I started stitching because I felt like all I did online was consume other people’s content but never create anything myself. I’m wary of falling back into those same patterns of nonstop consumption. So, while the internet rules I try to step back and continue to ask myself “what is the true goal here/ what am I trying to do with this piece”.  Embroidery can be self-isolating and social media is great because it can give me validation for doing the work but the problem becomes how much of my self-worth or the worth I place on the work is wrapped up in how someone else feels about it? It takes time and energy to make things, is that time and energy wasted because the post didn’t get the “appropriate” number of likes? I wish I could say “I’m an independent woman I don’t need your validation” but I’m still working on that. I will say that after I stopped worrying SO MUCH about how the work would be received and just got back to my roots of making whatever moved me, my feelings toward my embroidery practice and business changed for the better.

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3. How have you, as an artist, found your creative voice?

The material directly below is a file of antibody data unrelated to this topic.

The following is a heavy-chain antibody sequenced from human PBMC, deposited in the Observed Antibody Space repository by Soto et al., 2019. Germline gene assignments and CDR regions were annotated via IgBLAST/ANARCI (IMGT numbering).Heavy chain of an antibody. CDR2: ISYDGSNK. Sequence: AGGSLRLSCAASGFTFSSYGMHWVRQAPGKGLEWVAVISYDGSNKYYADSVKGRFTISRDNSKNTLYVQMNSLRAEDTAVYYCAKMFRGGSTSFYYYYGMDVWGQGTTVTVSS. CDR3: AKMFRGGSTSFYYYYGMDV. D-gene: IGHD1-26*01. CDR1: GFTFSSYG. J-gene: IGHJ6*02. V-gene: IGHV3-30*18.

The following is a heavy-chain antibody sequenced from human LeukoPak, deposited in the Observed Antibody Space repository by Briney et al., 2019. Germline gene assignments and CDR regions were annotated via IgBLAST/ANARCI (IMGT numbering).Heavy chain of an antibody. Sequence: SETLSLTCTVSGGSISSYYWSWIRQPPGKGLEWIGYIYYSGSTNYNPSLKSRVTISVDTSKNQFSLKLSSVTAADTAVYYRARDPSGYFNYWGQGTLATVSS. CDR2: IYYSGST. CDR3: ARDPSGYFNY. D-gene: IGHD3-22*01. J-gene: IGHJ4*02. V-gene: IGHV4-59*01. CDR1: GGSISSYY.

I don’t know if I’ve totally found it yet. I still have dream projects and ideas I want to explore. I have a bigger vision that I want to express with embroidery that I haven’t achieved yet.  When I first started Yes Stitch Yes I wanted to make pretty things that said ugly things because I was having a rough go and wanted to dress up the hurt. As the *gestures around* world gets uglier and my time on the internet shows me more and more of the expansive depth of human suffering I still want to make pretty things but now I want to make things that are more honest. At least honest to me. My goal is as I do more work on myself, the more I can be honest with the work I present to the world.

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4. Sites like Pinterest and Instagram are popular places for artists’ to share their own work. They also act as public visual archives, often leading to creative work by others that walks the line between ‘inspiration’ and ‘infringement.’ Have you encountered copies of your work online and how does it affect you? What are your strategies for dealing with it?